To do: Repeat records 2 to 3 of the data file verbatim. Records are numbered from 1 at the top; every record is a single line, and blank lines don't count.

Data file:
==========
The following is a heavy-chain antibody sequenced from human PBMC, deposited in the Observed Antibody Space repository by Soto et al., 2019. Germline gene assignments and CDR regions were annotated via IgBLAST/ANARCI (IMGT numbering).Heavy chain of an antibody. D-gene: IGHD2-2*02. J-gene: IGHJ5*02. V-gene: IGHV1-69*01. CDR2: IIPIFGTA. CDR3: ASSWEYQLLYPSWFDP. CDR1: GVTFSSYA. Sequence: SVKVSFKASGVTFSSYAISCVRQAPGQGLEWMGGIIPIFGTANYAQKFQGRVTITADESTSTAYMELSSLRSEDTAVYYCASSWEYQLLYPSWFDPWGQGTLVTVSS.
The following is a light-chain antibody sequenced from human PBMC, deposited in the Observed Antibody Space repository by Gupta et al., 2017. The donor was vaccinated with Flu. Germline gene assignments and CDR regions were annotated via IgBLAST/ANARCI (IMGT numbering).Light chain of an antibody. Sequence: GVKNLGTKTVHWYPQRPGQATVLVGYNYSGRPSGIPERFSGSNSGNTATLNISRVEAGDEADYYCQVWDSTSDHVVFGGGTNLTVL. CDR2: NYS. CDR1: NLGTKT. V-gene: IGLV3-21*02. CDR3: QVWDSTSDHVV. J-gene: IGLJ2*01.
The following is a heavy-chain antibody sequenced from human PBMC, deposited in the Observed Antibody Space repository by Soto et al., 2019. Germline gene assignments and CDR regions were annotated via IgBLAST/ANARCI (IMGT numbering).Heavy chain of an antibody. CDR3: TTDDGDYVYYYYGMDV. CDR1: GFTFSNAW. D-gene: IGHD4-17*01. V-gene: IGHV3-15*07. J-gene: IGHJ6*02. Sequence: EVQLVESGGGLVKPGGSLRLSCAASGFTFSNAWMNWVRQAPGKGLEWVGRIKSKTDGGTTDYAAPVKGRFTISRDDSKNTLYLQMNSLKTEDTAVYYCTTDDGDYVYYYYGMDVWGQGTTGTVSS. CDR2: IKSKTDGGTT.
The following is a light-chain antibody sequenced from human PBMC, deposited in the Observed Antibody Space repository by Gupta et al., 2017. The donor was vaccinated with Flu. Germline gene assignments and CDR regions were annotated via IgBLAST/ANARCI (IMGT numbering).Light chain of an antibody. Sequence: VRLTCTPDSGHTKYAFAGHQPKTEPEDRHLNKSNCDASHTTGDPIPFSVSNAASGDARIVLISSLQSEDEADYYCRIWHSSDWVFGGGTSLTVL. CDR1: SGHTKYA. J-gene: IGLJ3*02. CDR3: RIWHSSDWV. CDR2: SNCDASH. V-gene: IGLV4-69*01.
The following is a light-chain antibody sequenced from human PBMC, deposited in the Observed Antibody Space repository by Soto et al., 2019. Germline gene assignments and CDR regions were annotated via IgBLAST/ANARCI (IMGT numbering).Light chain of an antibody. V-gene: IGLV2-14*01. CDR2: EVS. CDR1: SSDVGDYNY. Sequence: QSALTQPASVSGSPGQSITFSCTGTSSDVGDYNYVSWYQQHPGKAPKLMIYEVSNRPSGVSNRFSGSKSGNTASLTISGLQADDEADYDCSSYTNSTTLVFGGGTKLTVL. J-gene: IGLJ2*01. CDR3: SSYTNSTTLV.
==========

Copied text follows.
The following is a light-chain antibody sequenced from human PBMC, deposited in the Observed Antibody Space repository by Gupta et al., 2017. The donor was vaccinated with Flu. Germline gene assignments and CDR regions were annotated via IgBLAST/ANARCI (IMGT numbering).Light chain of an antibody. Sequence: GVKNLGTKTVHWYPQRPGQATVLVGYNYSGRPSGIPERFSGSNSGNTATLNISRVEAGDEADYYCQVWDSTSDHVVFGGGTNLTVL. CDR2: NYS. CDR1: NLGTKT. V-gene: IGLV3-21*02. CDR3: QVWDSTSDHVV. J-gene: IGLJ2*01.
The following is a heavy-chain antibody sequenced from human PBMC, deposited in the Observed Antibody Space repository by Soto et al., 2019. Germline gene assignments and CDR regions were annotated via IgBLAST/ANARCI (IMGT numbering).Heavy chain of an antibody. CDR3: TTDDGDYVYYYYGMDV. CDR1: GFTFSNAW. D-gene: IGHD4-17*01. V-gene: IGHV3-15*07. J-gene: IGHJ6*02. Sequence: EVQLVESGGGLVKPGGSLRLSCAASGFTFSNAWMNWVRQAPGKGLEWVGRIKSKTDGGTTDYAAPVKGRFTISRDDSKNTLYLQMNSLKTEDTAVYYCTTDDGDYVYYYYGMDVWGQGTTGTVSS. CDR2: IKSKTDGGTT.